Met police appeal for help as Clapham chemical attack suspect hunt enters fourth day | UK news

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With the hunt for Abdul Ezedi entering its fourth day, police have appealed for the public to come forward with information about the suspected chemical attacker.

Investigators released two images of white plastic bottles with warnings about corrosive substances, which may be linked to the attack on a 31-year-old woman and her two daughters last week.

Officers from the Metropolitan police, the British Transport Police, Northumbria police and the National Crime Agency have used warrants to carry out searches at two addresses in east London and three in Newcastle.

One was at Ezedi’s home in Newcastle, and footage from body-worn cameras showed the moment when officers from Northumbria police entered. The white-walled apartment was sparsely furnished and the video appeared to show only a pair of shoes on a bedside table and a kettle next to the kitchen sink.

Police search Newcastle flat during manhunt for Abdul Ezedi – video

Commander Jon Savell of the Met said the investigation to locate Ezedi was “continuing at pace” and thanked people who had contacted officers.

“We have received dozens of calls with information, including possible sightings, and every single piece of information has been recorded and forms part of our investigation,” he said.

Officers would use “every available tool and tactic for as long as it takes” to find Ezedi, he added, and urged the public to remain vigilant and contact police immediately if they saw Ezedi, without approaching him.

The 31-year-old woman, who Sky News reported had been in a relationship with Ezedi, remained in hospital on Saturday and police described her condition as “critical but stable” after suffering burns from an alkaline substance. Her daughters, aged three and eight, were also injured in the attack, although their injuries are not as serious as first thought, police said. Nine other people also suffered injuries while helping the victims.

Ezedi, is a 35-year-old Afghan, who officials say arrived in the UK in 2016 in a lorry. He was given a suspended sentence after being convicted of sexual assault and exposure in 2018. By 2022 he had been granted refugee status after two failed attempts, apparently on the basis that he had converted to Christianity. Conservative MPs have called for an investigation into how he was given asylum.

Ezedi’s brother Hassan told the Sun newspaper he would hand in his elder sibling if he knew where he was.

Police in London and Newcastle have established that Ezedi’s car was in Newcastle shortly after midnight on Wednesday. Six-and-a-half hours later, the car was seen in Tooting, south London.

Later that afternoon, the car was sighted in Croydon, and then he was seen driving it in Streatham at 7pm.

It is about a 10-minute drive from there to Lessar Avenue in Clapham where the attack took place. The street is opposite Clapham Common, a mixture of expensive Victorian houses and mansion flats built after the blitz. Residents were roused by sounds of shouting and a car smashing into other parked vehicles. One said they heard a woman shouting “I’ve got to get back to work, leave me alone.”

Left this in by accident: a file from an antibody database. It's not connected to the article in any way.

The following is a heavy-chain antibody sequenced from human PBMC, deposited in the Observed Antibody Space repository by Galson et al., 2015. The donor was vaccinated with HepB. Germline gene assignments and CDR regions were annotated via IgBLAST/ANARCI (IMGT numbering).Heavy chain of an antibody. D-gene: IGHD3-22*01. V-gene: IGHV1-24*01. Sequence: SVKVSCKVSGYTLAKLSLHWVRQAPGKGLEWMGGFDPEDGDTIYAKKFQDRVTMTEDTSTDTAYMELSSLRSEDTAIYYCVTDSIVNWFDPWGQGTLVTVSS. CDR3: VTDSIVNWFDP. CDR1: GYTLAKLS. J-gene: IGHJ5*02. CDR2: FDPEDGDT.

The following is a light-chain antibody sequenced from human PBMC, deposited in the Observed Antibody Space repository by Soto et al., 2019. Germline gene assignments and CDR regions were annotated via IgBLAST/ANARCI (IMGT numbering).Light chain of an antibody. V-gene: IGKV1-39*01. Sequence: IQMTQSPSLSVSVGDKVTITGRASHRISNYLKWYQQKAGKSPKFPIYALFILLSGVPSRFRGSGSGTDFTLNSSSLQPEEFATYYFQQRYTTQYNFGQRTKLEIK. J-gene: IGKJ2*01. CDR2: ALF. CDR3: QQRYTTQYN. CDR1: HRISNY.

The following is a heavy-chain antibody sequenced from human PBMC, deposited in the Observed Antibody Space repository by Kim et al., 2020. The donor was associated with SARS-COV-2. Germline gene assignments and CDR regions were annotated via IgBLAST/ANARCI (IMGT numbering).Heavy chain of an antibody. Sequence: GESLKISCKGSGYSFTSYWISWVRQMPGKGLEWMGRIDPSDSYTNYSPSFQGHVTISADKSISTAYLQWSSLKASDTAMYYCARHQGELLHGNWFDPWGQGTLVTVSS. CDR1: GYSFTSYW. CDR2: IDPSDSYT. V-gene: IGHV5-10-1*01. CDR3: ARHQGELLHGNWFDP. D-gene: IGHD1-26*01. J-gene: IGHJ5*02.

As it became clear that the 31-year-old woman and her children had been attacked, people rushed to help, including Shannon Christi, a bus driver.

“As I run outside I’ve seen this guy throwing a child on the floor,” she told the Press Association. “He picked her up and threw her again. So at that point I ran in and I grabbed her and took her into my block.”

Witnesses said a child had run to a white car, allegedly Ezedi’s, and had been banging on the door before the youngster was attacked. Christi saw the 31-year-old woman walking along the road saying “I can’t see”.

Others said they believed she had been attacked with pepper spray, but it soon became clear that another more corrosive substance had been used, as bystanders were also harmed.

Staff from the nearby Dudley Hotel came to help with towels and water.

Meanwhile, it’s alleged Ezedi abandoned his car and fled. “He ran off towards the common,” said Oliver Whale, who lives in one of the mansion blocks nearby and didn’t see the initial commotion. “I think two people chased him but they lost him. One was wearing slippers I think.” But the pursuers lost the man alleged to be Ezedi in the darkness.

According to police, the woman was attacked at 7.25pm and it is alleged that by 7.33pm Ezedi had made his way to Clapham South station, at the corner of the common, and got on a Northern line train.

He arrived at King’s Cross station and left again just before 8pm. What he did for the next 45 minutes is unclear, but at 8.42pm security cameras at a Tesco Express in Caledonian Road recorded him in the store, carrying a large bottle of water.

The images released by the Met show him with an apparently serious injury to his right eye and cheek, consistent with a chemical burn.

Anywhere else, he would have stood out, but King’s Cross is busy in the evenings and locals describe that end of Cally Road as “old King’s Cross”. “There are so many misfits around here that he would have fit right in,” said one business owner.

Gurpal Kaur, a local, was in the area that evening. “It’s quite busy,” she said. “There’s so many pubs and stuff around here. Most days there’s loads of people around.

“I didn’t know he’d been here. You just don’t know who you can trust – people are so narcissistic and wicked.”

Ezedi walked back from the shop towards the train station, probably crossing the crowded piazza in front of the overground station and going back on the underground. Further CCTV footage released by police shows him wearing a blue high-tech T-shirt and carrying a black jacket, his injuries clearly visible.

Ezedi was last seen getting on a Victoria line train going south. After that, the trail has gone cold.